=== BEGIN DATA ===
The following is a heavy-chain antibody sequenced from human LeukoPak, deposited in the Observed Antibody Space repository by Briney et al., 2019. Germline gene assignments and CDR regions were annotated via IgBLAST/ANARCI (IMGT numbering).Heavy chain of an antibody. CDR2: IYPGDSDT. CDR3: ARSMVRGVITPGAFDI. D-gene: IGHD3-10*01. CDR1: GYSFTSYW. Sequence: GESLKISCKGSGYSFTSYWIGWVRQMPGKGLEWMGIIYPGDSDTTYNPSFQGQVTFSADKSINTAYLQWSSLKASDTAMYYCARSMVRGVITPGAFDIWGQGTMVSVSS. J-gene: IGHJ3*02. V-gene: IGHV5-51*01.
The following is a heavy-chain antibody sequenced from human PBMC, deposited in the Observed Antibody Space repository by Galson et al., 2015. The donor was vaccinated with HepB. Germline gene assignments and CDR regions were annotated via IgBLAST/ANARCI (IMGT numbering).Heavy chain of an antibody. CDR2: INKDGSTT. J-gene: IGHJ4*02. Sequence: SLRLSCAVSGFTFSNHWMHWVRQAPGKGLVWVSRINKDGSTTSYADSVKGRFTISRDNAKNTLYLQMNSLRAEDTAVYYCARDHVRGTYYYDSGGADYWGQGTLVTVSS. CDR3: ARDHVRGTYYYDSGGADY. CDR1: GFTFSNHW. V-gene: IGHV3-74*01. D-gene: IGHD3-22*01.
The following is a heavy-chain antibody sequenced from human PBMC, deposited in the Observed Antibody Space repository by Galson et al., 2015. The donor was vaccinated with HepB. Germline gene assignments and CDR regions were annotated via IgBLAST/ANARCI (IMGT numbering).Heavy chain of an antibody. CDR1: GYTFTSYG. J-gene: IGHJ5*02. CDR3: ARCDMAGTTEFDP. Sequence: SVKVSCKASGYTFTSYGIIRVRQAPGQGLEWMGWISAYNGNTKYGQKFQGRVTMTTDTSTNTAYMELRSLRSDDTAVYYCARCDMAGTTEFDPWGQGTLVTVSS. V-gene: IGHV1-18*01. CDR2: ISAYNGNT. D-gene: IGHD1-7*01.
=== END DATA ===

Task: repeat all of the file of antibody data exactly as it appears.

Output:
The following is a heavy-chain antibody sequenced from human LeukoPak, deposited in the Observed Antibody Space repository by Briney et al., 2019. Germline gene assignments and CDR regions were annotated via IgBLAST/ANARCI (IMGT numbering).Heavy chain of an antibody. CDR2: IYPGDSDT. CDR3: ARSMVRGVITPGAFDI. D-gene: IGHD3-10*01. CDR1: GYSFTSYW. Sequence: GESLKISCKGSGYSFTSYWIGWVRQMPGKGLEWMGIIYPGDSDTTYNPSFQGQVTFSADKSINTAYLQWSSLKASDTAMYYCARSMVRGVITPGAFDIWGQGTMVSVSS. J-gene: IGHJ3*02. V-gene: IGHV5-51*01.
The following is a heavy-chain antibody sequenced from human PBMC, deposited in the Observed Antibody Space repository by Galson et al., 2015. The donor was vaccinated with HepB. Germline gene assignments and CDR regions were annotated via IgBLAST/ANARCI (IMGT numbering).Heavy chain of an antibody. CDR2: INKDGSTT. J-gene: IGHJ4*02. Sequence: SLRLSCAVSGFTFSNHWMHWVRQAPGKGLVWVSRINKDGSTTSYADSVKGRFTISRDNAKNTLYLQMNSLRAEDTAVYYCARDHVRGTYYYDSGGADYWGQGTLVTVSS. CDR3: ARDHVRGTYYYDSGGADY. CDR1: GFTFSNHW. V-gene: IGHV3-74*01. D-gene: IGHD3-22*01.
The following is a heavy-chain antibody sequenced from human PBMC, deposited in the Observed Antibody Space repository by Galson et al., 2015. The donor was vaccinated with HepB. Germline gene assignments and CDR regions were annotated via IgBLAST/ANARCI (IMGT numbering).Heavy chain of an antibody. CDR1: GYTFTSYG. J-gene: IGHJ5*02. CDR3: ARCDMAGTTEFDP. Sequence: SVKVSCKASGYTFTSYGIIRVRQAPGQGLEWMGWISAYNGNTKYGQKFQGRVTMTTDTSTNTAYMELRSLRSDDTAVYYCARCDMAGTTEFDPWGQGTLVTVSS. V-gene: IGHV1-18*01. CDR2: ISAYNGNT. D-gene: IGHD1-7*01.